Investors are counting on the worst being over as Tencent invests in video and news personalisation
HONG KONG • Tencent Holdings Ltd’s quarterly earnings beat estimates, boosted by gains on investments, giving shareholders much-needed assurance the Chinese gaming behemoth is bound for a revival.
Net income rose 17% to 27.21 billion yuan (RM16.6 billion) in the three months ended March compared to the 19.4 billion yuan average of analysts’ estimates.
Revenue climbed 16%, about a third of the pace a year earlier and the slowest since its 2004 listing.
Tencent’s recovering from a brutal 2018. Last week, China’s largest social media company finally unveiled a viable entry in the battle royale genre, a red-hot arena it’s been shut out of since Beijing suspended game approvals last year.
Now that regulators are again green-lighting titles, investors are counting on the worst being over as the company invests in video and news personalisation to win back users from Bytedance Ltd.
“Missing consensus topline estimates is not ideal, but the bright spot is growth came where it mattered — in games, which is their most profitable segment,” said Veysern Ling, an analyst at Bloomberg Intelligence.
“The 11% sequential jump in mobile game sales bodes well for the sustained recovery of the business over 2019, especially with the addition of new games.”
The profit was boosted by 11.1 billion yuan of gains, including adjustments for fair value of investee companies, it said.
Tencent yesterday also began breaking out results from its fledgling financial technology division, which houses not just the immensely popular WeChat Pay mobile service, but also operations from cloud computing, to wealth management.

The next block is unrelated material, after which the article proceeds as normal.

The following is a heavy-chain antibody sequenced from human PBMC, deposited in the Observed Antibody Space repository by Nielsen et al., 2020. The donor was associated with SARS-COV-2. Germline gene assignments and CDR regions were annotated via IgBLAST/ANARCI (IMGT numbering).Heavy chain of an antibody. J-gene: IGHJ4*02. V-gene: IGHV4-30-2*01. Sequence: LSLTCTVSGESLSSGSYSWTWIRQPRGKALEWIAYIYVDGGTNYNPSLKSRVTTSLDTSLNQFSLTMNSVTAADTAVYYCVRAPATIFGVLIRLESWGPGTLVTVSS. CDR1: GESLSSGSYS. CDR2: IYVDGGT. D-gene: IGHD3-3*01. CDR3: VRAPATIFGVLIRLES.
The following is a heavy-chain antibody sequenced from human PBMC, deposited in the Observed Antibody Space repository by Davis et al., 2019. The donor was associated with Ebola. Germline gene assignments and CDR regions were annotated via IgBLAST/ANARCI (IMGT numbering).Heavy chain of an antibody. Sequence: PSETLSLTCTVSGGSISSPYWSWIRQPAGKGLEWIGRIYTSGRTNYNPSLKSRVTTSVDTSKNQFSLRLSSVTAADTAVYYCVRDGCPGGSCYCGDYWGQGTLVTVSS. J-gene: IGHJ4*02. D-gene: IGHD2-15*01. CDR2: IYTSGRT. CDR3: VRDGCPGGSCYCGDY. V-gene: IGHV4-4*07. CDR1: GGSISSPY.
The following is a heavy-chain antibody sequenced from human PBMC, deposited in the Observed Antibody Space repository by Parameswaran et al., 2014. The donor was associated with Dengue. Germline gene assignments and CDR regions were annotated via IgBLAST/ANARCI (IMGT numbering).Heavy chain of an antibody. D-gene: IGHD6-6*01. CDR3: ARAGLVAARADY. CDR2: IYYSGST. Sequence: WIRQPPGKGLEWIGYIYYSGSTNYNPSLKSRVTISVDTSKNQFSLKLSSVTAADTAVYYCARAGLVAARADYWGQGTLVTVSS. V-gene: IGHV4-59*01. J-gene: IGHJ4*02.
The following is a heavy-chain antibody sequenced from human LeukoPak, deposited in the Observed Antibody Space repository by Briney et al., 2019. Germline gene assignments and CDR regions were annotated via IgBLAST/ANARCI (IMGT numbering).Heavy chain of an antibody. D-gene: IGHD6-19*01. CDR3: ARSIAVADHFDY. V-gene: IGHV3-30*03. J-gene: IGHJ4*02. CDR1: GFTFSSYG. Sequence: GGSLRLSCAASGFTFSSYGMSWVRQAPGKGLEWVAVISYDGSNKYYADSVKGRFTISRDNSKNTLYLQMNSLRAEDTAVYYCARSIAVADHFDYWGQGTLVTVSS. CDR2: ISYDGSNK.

The unit expanded revenue 44% to 21.8 billion yuan in the March quarter.
Shares of Tencent rose 0.9% in Hong Kong yesterday before earnings were announced.
The stock has gained 19% this year, compared to a 28% rise for New York-listed rival Alibaba Group Holding Ltd.
Shares of Naspers Ltd, its biggest shareholder, rose more than 1% in Johannesburg.
Revenue from the value-added services unit, which includes online games and messaging, rose just 4.5% to 49 billion yuan.
Online advertising revenue surged 25% to 13.4 billion yuan, but that was down from previous years as the economy slowed and the business gained scale, Tencent said.
WeChat had 1.11 billion monthly active users at the end of March, an increase of 6.9% from a year earlier, while the mobile version of QQ had 700.4 million users at the end of the quarter.
Tencent last week unveiled Game for Peace, a self-produced title in the same vein as global smash PlayerUnknown’s Battlegrounds (PUBG).
It concurrently pulled the plug on the mobile version of PUBG in China, a title it was never allowed to make money on during the months-long freeze.
Game for Peace pays tribute to China’s air force and sought out the country’s military recruitment arm for advice during development.
Users can port or transfer their accounts easily, and in many cases the app automatically replaces PUBG on phones.
Tencent garnered US$14 million (RM58.38 million) of in-app purchases within 72 hours of the title’s launch, according to research consultant Sensor Tower.
Game for Peace comes as revenue from desktop games continues to decline and its tentpole Honour of Kings loses steam.
The latter hack-and-slash game saw monthly active users fall 12% in March from the previous month, according to David Dai, a Hong Kong-based analyst at Bernstein.
“We expect Tencent’s fundamentals to improve in the second half, backed by the launch of new games and stronger monetisation potential of shooting games,” Alicia Fu, an SWS Research analyst, said in a research report prior to earnings.
“We expect to see a more diversified and sustainable recurring revenue model for Tencent’s mobile games.” — Bloomberg